Special Hobby 1/72 Fairey Firefly Mk. IV/V
Following the success of the earlier Firefly variants, 100 Mk. III aircraft, fitted with the Rolls Royce Griffon 61 engine, were ordered. However, only one aircraft was built as a prototype in 1944 and development was then concentrated on the Mk. IV. The Mk. IV was driven by a Griffon Mk. 74 engine, with a two-stage supercharger, driving a four-blade propeller. This new powerplant resulted in greatly increased performance and led to some changes to the airframe. The ‘chin’ radiator was replaced with radiators mounted in the leading edges of the wings, the fin and rudder were broadened, and the wingtips were clipped. Nacelles were fitted to the outer wing panels, one to hold an ASH radar and the other for fuel. If required, the ASH radar could be removed and the nacelle used for additional fuel.
Fairey received a contract to produce 293 Firefly Mk. IVs. The first production FR. IV made its initial flight on 25 May 1946. A batch of 133 aircraft was canceled from the initial order due to the end of the war. The first Firefly Mk. IVs were allotted to the Royal Canadian Navy in August 1947 and the first FAA examples were available for 810 Squadron when it reformed on October 1. The Firefly Mk. V was the next version produced and was basically an FR. IV with enhanced internal equipment. One improvement was the introduction of power folding wings during production. This system was retrofitted to the first machines built.
Contrary to the Mk. IV, the Firefly Mk. V was produced in three main variants: fighter-reconnaissance, night fighter, and anti-submarine. Each could be easily modified into one of the other roles. The first Firefly Mk. V made its initial flight on December 12, 1947 and eventually Mk. V production reached a total of 352, with the last 16 finished as Firefly Mk. VIs. The Firefly went on to see service in the Korean War and over Malaya, finally retiring from active service in 1956, a fitting testament to a reliable and sturdy naval fighter. In addition to the Royal Navy, the Firefly also saw service with Australia, Canada, Denmark, Ethiopia, the Netherlands, India, Sweden, and Thailand as fighters, trainers, and target tugs.
For those out there that are wondering, this kit is not at all related to the Octopus Firefly kit. It is a nice little kit in its own right, though, and includes a collection of injection plastic, cast resin, and photoetch. The plastic parts are molded in a gray plastic and look to be low-pressure injection molded rather than the high-pressure moldings we have been seeing from MPM lately. This does not detract from the quality of the moldings, though, as the kit features finely recessed panel lines throughout and crisp edges. There will be a bit more cleanup needed, though, and some care exercised with the softer plastic.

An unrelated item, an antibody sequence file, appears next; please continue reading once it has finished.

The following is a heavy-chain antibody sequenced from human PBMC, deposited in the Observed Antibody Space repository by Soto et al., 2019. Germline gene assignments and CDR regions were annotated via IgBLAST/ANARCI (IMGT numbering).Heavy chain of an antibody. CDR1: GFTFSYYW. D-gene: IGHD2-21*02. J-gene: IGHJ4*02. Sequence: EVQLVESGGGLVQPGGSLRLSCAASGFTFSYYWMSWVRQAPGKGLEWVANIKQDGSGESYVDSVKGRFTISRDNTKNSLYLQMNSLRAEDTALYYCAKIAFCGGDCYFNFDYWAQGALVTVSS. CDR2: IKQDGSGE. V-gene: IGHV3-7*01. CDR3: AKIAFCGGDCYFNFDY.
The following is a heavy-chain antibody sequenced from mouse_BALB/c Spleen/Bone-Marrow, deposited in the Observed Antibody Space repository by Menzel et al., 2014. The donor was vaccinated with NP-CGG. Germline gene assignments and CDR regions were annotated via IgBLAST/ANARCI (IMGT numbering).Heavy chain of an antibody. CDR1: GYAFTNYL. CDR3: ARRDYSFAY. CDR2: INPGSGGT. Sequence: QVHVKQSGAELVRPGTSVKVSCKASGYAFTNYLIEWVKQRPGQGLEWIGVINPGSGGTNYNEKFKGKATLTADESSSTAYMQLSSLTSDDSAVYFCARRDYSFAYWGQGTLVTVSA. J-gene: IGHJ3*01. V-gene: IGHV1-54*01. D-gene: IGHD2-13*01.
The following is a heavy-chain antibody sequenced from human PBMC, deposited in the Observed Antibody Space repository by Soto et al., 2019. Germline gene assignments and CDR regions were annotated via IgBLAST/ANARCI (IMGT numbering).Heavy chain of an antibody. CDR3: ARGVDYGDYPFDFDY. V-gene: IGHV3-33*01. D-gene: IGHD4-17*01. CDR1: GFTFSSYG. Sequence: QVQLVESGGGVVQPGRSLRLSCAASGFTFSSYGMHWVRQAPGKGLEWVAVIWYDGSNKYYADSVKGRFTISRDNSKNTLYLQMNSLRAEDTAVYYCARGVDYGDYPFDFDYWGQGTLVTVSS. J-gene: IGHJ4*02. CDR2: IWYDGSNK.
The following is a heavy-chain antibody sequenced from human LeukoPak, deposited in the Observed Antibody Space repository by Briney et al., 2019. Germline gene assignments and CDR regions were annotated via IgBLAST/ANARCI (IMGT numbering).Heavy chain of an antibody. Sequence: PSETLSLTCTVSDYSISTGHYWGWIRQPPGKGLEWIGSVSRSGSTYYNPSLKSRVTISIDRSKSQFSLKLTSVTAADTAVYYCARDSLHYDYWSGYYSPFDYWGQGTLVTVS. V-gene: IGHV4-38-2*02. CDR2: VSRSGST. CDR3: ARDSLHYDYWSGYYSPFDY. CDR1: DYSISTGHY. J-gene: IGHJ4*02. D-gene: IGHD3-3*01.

A closer look at the kit reveals a nicely detailed cockpit consisting mainly of resin parts, with a photoetch instrument panel for the front office. The sidewalls are separate resin pieces, as are the various bulkhead pieces, which should make painting a bit easier. Also fitting inside the fuselage halves is a tailwheel bay and resin exhaust stacks. The fuselage halves also trap a propeller shaft, which takes the six-piece propeller assembly (separate blades and a two-piece hub).
The wings get some nice detail work as well, with the one-piece lower wing taking the separate resin wheelwell inserts. These inserts also include the radiator intake vanes and effectively blank off that opening. The landing gear itself will need a bit of cleanup, as the struts are not the best, but the additional resin and photoetch details will help spruce them up. For the wing armament, optional resin gun barrels of stub fairings are included, depending on which decal option you choose. Finally, as the box states, the canopy is injected, and this is done to the high quality seen in other MPM/Special Hobby kits. The clear parts are very thin and very clear, and a dip in Future will make them absolutely perfect.
For camouflage options, well, there ain’t much as far as colors go. All of the examples on the decal sheet are finished in Extra Dark Sea Gray over Sky, which is the finish the vast majority of late-model Fireflies wore. The most striking example would have to be the boxtop FR. IV scheme of the Dutch Marine Air Force, based in Dutch East India (New Guinea) in 1959. A big mouth with what looks like hairy lips adorn the nose, with large numbers on the wings. The second choice is an FR. Mk. V from 821 Squadron in Korea, 1953. This plane comes complete with the black and white Korean War stripes, and a bit of noseart. Finally, for those who are into minimalist schemes, there is a Royal Canadian Navy example, with miniscule roundels and small fuselage codes. This plane is from 880 Squadron off of HMCS Magnificent in 1951. The decals are well printed, although in my example the red is ever so slightly out of register. It really would not be noticeable except in the Canadian roundels. With such small roundels, even the smallest registration error becomes immediately apparent. Since I will probably do this one up with that mouth, this does not bother me.
Following on the heels of the Octopus Firefly Mk. I kit, this is a nice counterpart and finishes the Firefly family nicely. The resin details, coupled with the nicely molded plastic, should make this a well-detailed model when finished. If you are a nut for FAA aircraft, this is one you should not pass up.